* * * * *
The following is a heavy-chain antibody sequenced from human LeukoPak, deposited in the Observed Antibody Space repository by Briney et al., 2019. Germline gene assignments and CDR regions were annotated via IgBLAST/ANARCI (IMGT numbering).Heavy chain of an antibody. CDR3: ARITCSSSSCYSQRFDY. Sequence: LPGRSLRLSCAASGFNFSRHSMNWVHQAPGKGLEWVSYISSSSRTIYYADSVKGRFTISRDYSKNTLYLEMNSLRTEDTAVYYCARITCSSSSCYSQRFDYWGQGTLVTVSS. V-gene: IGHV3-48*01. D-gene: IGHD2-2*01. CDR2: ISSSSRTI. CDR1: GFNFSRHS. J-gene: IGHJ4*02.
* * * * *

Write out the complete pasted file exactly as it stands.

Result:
The following is a heavy-chain antibody sequenced from human LeukoPak, deposited in the Observed Antibody Space repository by Briney et al., 2019. Germline gene assignments and CDR regions were annotated via IgBLAST/ANARCI (IMGT numbering).Heavy chain of an antibody. CDR3: ARITCSSSSCYSQRFDY. Sequence: LPGRSLRLSCAASGFNFSRHSMNWVHQAPGKGLEWVSYISSSSRTIYYADSVKGRFTISRDYSKNTLYLEMNSLRTEDTAVYYCARITCSSSSCYSQRFDYWGQGTLVTVSS. V-gene: IGHV3-48*01. D-gene: IGHD2-2*01. CDR2: ISSSSRTI. CDR1: GFNFSRHS. J-gene: IGHJ4*02.